HP Debuts First Personal Computer Made With Ocean-Bound Plastics

The computer giant has recycled more than 1 million pounds of plastic bottles in Haiti

HP is using recycled ocean-bound plastic bottles in its supply chain.

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HP marked a milestone in its pledge to reduce environmental waste this week with the rollout of the first personal computer to incorporate ocean-bound plastics.

Post-consumer recycled plastic will comprise at least half of the material in the speaker component of the computer giant’s new HP Elite Dragonfly, around 5 percent of which would otherwise become ocean pollution. The lightweight notebook will be HP’s third product to include ocean-bound plastics produced in the company’s new Haiti-based recycling facilities as part of its membership in the NextWave coalition of corporations committed to plastic waste reduction.

HP also announced that it has now recycled more than 1 million pounds of ocean-bound plastic through its operation in Haiti and set a goal to integrate that output into all of its HP Pro and HP Elite desktop and notebook product lines by next year. The company has previously vowed to manufacture all of its personal systems and printing products with 30% recycled plastic by 2025.

“That’s a tough industry-leading goal, and we have a lot of work to do to get there,” said Ellen Jackowski, HP’s global head of sustainability strategy and innovation. “It’s really lit a fire internally around ‘How can employees who aren’t on the sustainability team, who might not be working on this one product, how can they do more?’ And that’s led to some of our latest product innovation.”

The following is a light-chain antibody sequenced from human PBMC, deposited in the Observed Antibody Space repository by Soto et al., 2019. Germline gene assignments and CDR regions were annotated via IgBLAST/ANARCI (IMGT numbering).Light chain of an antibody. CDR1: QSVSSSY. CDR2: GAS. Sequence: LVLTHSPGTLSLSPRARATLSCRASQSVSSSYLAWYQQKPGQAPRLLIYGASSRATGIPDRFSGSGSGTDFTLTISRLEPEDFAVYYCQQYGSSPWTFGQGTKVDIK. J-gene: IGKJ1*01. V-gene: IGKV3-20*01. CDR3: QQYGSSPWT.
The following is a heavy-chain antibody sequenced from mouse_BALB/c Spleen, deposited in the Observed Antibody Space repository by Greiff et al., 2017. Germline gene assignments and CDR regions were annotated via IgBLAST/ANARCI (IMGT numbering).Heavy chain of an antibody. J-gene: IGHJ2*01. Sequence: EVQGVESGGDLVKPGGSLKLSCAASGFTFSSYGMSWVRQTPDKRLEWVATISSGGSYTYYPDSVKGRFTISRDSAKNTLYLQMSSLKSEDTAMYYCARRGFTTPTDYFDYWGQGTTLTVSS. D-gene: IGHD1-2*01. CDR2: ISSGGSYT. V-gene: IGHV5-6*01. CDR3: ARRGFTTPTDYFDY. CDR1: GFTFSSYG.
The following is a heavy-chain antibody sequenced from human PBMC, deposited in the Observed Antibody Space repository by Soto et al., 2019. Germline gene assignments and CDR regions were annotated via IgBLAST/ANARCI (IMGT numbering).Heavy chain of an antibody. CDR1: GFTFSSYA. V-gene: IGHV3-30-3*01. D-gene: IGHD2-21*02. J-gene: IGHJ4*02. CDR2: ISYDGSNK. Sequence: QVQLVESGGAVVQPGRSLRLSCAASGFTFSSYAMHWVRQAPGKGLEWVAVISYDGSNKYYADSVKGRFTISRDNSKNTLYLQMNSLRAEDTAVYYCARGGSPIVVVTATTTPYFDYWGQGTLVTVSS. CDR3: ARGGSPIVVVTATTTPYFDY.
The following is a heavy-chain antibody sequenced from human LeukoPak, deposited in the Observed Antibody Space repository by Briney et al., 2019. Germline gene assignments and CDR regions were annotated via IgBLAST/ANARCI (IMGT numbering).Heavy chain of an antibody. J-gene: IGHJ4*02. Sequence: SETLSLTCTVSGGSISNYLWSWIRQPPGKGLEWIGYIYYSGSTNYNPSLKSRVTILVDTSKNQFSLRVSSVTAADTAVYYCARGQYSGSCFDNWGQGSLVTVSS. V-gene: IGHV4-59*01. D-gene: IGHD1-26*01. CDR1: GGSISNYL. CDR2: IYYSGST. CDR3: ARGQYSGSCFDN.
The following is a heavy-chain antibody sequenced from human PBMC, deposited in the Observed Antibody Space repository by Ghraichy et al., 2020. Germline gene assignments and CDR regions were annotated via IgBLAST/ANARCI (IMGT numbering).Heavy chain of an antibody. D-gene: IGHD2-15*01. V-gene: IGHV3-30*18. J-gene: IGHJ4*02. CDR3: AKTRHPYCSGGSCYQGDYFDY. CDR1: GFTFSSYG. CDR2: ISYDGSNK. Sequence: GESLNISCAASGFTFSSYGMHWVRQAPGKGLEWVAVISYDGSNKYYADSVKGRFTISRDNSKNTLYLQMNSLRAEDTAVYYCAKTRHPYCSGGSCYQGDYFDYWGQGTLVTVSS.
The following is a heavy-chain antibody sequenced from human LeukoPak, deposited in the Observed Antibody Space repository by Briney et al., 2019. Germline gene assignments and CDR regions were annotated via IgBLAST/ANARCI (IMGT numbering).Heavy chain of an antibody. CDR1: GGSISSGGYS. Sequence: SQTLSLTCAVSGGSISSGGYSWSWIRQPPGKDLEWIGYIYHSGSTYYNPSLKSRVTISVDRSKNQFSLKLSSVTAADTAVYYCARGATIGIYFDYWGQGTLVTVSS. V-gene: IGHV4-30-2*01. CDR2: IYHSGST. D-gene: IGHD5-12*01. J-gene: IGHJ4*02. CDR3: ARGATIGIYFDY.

HP first joined the NextWave consortium, which is organized by advocacy group Lonely Whale, in October of last year, furthering a drive towards sustainable plastics that started with its work with the First Mile Coalition since late 2016. The move formed an unlikely alliance between the company and one of its fiercest competitors, Dell Computer, a founding member of NextWave.

“There was actually nothing that made Dell happier than when HP joined,” said Lonely Whale executive director Dune Ives. “In all sincerity, it was like, ‘Okay, good. We’ve got our the two big ones. Now let’s go and let’s scale up the supply chain as quickly as we possibly can.'”

Jackowski said the severity of plastic waste ocean pollution—and the climate change to which it contributes—should spur companies to put their competitive differences aside and work together towards a solution.

“Ocean plastic pollution is one of the biggest issues facing our planet today, along with climate change, and we can’t solve it alone; we know that,” Jackowski said. “The only way we’re going to do it is by doing things differently. So if that means sitting at a table with some of our fiercest competitors, finding solutions to these global issues, that’s what we need to do.”

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